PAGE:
Hospital opens heart screening services, new birthing center
Though most of the attention around health care is focused on the coronavirus pandemic right now, Central Peninsula Hospital also recently finished a project to expand its services in Soldotna.
This winter, the project to remodel the hospital and stand up a new catheterization lab, childbirth facility, and to rearrange part of the hospital for more room and security was finished. It cost about $32 million, with about $27 million of that coming from Kenai Peninsula Borough bonds. The construction was started about two years ago as part of the hospital’s long-term service expansion plan, and it opened just in time to have the hospital lock down under the COVID-19 mandates.
Bruce Richards, the government and external affairs manager for the hospital, says the pandemic is stopping expectant families from touring the new birthing center at the hospital in person, but they can still see it online.
"We completely removed the OB section from the old part of the hospital up to the new top floor," he said. "That’s open and running. People can go see that online in a video because we can’t give tours. In addition to that, we have the new outpatient lab, we moved the pharmacy, and we have a bigger storage and receiving area in the back of the hospital that’s open, and the final part that was finished very recently was adding three new ICU beds. So we went from six intensive care unit beds to nine."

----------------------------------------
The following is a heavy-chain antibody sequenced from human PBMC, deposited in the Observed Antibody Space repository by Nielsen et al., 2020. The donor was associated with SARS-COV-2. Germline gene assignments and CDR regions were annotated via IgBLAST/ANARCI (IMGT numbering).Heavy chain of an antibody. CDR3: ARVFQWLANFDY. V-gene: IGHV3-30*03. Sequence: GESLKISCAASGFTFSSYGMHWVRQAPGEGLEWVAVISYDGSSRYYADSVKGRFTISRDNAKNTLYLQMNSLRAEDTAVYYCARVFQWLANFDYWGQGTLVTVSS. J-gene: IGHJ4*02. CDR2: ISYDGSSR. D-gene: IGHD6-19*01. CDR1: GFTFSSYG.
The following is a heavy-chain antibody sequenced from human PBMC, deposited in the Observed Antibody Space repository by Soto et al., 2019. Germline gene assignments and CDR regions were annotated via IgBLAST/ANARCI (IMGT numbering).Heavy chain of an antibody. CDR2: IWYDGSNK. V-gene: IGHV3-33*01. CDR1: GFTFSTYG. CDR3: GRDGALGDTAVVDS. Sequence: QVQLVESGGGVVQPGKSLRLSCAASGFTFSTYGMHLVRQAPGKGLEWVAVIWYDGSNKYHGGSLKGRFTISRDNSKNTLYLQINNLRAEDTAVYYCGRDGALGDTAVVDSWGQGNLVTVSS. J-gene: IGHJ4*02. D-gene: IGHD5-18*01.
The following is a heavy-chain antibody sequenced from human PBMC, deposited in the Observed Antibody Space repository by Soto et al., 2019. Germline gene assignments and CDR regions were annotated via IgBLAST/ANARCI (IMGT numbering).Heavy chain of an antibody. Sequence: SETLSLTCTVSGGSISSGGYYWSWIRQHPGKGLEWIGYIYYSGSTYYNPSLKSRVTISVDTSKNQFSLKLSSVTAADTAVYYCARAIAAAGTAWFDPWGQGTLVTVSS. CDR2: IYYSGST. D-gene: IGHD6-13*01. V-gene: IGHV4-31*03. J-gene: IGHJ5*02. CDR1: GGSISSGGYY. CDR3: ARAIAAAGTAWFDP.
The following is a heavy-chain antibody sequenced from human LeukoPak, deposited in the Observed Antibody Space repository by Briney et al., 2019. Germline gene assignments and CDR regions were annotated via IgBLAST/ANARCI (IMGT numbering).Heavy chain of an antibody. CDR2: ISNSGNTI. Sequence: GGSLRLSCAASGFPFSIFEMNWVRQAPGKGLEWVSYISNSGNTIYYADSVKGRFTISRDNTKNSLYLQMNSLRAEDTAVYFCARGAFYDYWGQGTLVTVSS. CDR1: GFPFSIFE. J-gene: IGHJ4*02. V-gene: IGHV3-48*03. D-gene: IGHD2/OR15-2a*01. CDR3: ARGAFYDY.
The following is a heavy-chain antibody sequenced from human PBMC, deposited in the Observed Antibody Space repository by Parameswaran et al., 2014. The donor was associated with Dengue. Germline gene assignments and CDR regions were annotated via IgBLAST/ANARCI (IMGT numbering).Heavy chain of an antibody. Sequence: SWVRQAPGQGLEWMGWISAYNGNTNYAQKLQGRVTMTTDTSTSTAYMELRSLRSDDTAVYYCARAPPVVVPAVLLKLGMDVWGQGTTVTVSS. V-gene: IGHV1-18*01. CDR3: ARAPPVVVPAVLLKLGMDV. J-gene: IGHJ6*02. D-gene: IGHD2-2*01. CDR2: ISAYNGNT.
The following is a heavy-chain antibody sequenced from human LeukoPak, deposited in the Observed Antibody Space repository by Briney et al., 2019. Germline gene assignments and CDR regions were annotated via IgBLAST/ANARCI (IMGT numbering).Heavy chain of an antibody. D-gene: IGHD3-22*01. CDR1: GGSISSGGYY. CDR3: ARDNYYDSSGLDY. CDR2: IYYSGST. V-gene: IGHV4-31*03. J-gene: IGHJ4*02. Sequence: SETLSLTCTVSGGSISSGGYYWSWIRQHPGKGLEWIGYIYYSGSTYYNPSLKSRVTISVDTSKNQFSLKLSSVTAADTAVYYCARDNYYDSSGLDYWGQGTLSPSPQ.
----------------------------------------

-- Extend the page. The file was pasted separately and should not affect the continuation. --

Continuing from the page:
A catheterization lab, or cath lab for short, is a bigger new service for the hospital. Peninsula residents who needed heart screenings like an angiogram in the past have had to go to Anchorage. Now, they can go to Central Peninsula Hospital instead. Richards says it was slow at first because of the restrictions from the pandemic, but now it’s picking up.
"I think we had a pretty big week last week—we had six cardiac cath procedures last week, then also issues for interventional radiology procedures," he said. "So yeah, all those folks normally would have had to leave here and go to Anchorage to have those procedures done. So yeah, it’s a big deal. Opening a cath lab during the middle of a pandemic probably isn’t the best thing to do and people are staying away, because those procedures, a lot of them in fact are elective procedures."
That’s in line with how the hospital has worked on developing its new facilities for the past several years. The last major addition was the cancer treatment center, including a medical oncologist, which allowed peninsula residents experiencing cancer to stay home rather than have to go to Anchorage.
Richards says the hospital is still planning to renovate the parking in front, including moving the handicap parking closer to the front of the building. That will be a phased project, but he says it’s scheduled to start this summer.
For now, the hospital is still staying the course on its COVID-19 mitigation procedures, with testing required for all outpatient surgeries and testing for inpatients. Statewide, tests are taking longer to turn around because of the volume, according to state officials, in part because of the increasing number of people showing signs of infection or who have been in contact with people who have tested positive.
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